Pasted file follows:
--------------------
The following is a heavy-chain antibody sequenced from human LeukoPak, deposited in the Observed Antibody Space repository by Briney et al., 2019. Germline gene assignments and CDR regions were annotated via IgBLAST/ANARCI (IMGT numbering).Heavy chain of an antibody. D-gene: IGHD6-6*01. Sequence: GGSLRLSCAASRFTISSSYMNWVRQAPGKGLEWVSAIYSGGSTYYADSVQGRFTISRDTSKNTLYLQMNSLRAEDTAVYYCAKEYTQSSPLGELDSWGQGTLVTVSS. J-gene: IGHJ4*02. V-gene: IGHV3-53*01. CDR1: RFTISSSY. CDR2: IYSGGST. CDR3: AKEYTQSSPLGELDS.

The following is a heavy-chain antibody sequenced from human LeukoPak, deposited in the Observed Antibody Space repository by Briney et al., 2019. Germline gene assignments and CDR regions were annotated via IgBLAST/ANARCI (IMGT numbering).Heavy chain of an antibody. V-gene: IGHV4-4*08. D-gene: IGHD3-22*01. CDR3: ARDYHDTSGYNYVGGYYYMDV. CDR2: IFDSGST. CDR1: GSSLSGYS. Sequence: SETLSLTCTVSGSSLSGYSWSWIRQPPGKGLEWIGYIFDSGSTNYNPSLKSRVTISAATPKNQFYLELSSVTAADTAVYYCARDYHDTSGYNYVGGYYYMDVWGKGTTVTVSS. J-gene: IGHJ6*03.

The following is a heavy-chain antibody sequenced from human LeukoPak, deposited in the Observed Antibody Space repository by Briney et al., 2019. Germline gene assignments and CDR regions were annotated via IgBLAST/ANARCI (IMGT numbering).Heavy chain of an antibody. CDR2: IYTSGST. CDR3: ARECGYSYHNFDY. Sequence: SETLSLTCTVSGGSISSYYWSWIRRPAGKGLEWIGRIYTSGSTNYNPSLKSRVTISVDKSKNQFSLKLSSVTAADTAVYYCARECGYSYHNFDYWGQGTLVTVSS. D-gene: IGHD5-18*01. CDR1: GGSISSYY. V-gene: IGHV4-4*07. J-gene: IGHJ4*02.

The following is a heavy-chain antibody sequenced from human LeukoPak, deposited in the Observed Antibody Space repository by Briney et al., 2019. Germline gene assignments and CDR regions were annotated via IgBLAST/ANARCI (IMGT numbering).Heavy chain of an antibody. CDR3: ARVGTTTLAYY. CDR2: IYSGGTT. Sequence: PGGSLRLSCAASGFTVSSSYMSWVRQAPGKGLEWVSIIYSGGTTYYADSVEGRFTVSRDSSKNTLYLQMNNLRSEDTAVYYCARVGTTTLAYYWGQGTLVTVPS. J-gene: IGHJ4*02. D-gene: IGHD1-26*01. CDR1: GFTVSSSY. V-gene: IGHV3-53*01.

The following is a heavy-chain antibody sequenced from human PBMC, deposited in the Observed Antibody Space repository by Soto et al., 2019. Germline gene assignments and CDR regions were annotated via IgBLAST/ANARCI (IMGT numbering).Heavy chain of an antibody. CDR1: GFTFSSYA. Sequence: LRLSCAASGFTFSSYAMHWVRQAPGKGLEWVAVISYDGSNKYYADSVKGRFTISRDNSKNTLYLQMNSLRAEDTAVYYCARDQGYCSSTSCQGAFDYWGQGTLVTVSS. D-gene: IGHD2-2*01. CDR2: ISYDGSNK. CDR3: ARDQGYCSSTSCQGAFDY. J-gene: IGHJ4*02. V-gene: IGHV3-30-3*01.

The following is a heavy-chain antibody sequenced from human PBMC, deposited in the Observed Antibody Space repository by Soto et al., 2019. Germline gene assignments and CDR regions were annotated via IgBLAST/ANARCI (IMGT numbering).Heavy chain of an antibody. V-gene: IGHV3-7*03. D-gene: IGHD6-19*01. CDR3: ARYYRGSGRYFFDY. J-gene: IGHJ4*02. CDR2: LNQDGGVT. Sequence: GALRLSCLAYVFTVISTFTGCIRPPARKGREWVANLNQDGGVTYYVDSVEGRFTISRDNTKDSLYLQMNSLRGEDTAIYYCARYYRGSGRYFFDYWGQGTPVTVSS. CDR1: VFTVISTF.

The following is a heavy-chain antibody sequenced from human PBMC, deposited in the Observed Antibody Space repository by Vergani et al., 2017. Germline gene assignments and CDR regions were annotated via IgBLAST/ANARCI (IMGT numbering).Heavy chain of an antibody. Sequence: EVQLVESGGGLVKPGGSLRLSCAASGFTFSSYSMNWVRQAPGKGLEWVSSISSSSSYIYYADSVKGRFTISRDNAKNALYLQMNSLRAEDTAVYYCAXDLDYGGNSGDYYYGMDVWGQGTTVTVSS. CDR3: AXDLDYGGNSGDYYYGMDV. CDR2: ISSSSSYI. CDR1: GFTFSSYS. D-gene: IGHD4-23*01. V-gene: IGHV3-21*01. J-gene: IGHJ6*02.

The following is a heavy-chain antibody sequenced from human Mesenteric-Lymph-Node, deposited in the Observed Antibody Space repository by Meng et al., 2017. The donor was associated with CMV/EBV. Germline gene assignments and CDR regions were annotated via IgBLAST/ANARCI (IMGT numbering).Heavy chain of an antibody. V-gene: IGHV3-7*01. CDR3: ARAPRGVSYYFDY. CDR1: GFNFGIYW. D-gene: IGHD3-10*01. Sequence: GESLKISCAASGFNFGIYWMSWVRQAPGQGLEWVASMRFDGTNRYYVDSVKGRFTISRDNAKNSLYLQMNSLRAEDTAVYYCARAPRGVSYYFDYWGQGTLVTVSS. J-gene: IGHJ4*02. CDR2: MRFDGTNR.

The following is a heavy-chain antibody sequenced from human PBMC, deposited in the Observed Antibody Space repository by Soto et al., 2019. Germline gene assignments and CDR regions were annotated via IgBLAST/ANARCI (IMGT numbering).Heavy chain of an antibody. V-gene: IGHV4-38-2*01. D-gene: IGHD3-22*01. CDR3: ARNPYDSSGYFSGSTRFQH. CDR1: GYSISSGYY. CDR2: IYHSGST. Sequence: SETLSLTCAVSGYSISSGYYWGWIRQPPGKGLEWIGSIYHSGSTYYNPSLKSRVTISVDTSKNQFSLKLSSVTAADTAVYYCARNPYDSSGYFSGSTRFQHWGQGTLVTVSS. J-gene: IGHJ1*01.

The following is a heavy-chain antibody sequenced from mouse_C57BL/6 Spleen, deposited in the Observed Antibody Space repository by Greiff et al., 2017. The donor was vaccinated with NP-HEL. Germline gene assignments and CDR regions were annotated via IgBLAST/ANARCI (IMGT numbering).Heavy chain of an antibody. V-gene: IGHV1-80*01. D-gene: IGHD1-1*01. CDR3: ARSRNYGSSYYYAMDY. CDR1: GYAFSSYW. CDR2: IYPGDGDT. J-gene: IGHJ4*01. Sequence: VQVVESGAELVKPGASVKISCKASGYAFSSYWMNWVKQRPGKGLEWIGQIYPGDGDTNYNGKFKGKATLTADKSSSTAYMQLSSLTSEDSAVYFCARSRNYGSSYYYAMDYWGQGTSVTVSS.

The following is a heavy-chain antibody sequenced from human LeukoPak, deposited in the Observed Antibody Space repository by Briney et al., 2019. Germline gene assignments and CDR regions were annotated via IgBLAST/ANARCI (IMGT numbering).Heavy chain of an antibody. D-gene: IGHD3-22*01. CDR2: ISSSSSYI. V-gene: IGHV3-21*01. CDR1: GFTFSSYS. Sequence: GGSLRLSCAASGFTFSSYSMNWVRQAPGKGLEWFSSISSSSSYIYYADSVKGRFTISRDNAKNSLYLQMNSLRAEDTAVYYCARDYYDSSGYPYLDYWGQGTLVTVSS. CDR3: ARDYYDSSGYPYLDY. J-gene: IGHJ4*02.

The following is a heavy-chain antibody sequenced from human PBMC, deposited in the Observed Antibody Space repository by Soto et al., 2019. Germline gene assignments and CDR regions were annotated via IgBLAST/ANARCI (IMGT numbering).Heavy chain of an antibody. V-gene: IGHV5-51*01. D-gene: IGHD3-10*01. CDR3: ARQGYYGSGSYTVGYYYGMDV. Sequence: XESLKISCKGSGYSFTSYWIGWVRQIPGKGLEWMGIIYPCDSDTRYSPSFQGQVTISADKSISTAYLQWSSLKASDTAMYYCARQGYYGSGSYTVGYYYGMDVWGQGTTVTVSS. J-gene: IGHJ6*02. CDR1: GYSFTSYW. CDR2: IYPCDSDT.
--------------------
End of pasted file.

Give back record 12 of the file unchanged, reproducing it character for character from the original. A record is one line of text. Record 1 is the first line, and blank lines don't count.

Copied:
The following is a heavy-chain antibody sequenced from human PBMC, deposited in the Observed Antibody Space repository by Soto et al., 2019. Germline gene assignments and CDR regions were annotated via IgBLAST/ANARCI (IMGT numbering).Heavy chain of an antibody. V-gene: IGHV5-51*01. D-gene: IGHD3-10*01. CDR3: ARQGYYGSGSYTVGYYYGMDV. Sequence: XESLKISCKGSGYSFTSYWIGWVRQIPGKGLEWMGIIYPCDSDTRYSPSFQGQVTISADKSISTAYLQWSSLKASDTAMYYCARQGYYGSGSYTVGYYYGMDVWGQGTTVTVSS. J-gene: IGHJ6*02. CDR1: GYSFTSYW. CDR2: IYPCDSDT.